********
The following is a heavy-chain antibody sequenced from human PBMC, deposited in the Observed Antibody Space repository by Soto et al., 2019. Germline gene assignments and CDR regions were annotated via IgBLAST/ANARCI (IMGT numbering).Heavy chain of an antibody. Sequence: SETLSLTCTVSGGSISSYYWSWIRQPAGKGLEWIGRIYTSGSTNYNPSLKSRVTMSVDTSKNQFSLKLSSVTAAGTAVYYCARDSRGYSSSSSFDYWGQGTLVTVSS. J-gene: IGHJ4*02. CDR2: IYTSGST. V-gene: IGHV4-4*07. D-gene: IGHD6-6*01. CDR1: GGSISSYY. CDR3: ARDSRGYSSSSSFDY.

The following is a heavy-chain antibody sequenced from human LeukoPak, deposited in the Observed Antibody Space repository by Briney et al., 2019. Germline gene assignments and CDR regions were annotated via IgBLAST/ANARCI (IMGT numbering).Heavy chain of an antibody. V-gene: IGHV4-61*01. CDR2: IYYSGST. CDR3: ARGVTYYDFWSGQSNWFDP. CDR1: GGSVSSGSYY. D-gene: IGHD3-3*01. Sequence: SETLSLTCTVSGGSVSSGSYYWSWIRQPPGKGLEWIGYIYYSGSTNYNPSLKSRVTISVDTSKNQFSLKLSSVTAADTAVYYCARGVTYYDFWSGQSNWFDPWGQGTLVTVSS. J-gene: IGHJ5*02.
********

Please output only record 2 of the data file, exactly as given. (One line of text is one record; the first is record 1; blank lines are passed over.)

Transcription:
The following is a heavy-chain antibody sequenced from human LeukoPak, deposited in the Observed Antibody Space repository by Briney et al., 2019. Germline gene assignments and CDR regions were annotated via IgBLAST/ANARCI (IMGT numbering).Heavy chain of an antibody. V-gene: IGHV4-61*01. CDR2: IYYSGST. CDR3: ARGVTYYDFWSGQSNWFDP. CDR1: GGSVSSGSYY. D-gene: IGHD3-3*01. Sequence: SETLSLTCTVSGGSVSSGSYYWSWIRQPPGKGLEWIGYIYYSGSTNYNPSLKSRVTISVDTSKNQFSLKLSSVTAADTAVYYCARGVTYYDFWSGQSNWFDPWGQGTLVTVSS. J-gene: IGHJ5*02.